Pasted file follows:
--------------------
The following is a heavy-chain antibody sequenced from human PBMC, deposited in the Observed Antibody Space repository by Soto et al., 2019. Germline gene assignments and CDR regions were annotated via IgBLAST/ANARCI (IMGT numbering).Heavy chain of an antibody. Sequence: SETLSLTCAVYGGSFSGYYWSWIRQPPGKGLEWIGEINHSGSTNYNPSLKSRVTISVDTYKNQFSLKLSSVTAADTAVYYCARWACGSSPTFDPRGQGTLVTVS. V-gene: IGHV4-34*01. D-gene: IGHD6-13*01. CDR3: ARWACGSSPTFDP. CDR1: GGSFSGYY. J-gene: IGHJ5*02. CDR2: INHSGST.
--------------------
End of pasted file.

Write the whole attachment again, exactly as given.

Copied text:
The following is a heavy-chain antibody sequenced from human PBMC, deposited in the Observed Antibody Space repository by Soto et al., 2019. Germline gene assignments and CDR regions were annotated via IgBLAST/ANARCI (IMGT numbering).Heavy chain of an antibody. Sequence: SETLSLTCAVYGGSFSGYYWSWIRQPPGKGLEWIGEINHSGSTNYNPSLKSRVTISVDTYKNQFSLKLSSVTAADTAVYYCARWACGSSPTFDPRGQGTLVTVS. V-gene: IGHV4-34*01. D-gene: IGHD6-13*01. CDR3: ARWACGSSPTFDP. CDR1: GGSFSGYY. J-gene: IGHJ5*02. CDR2: INHSGST.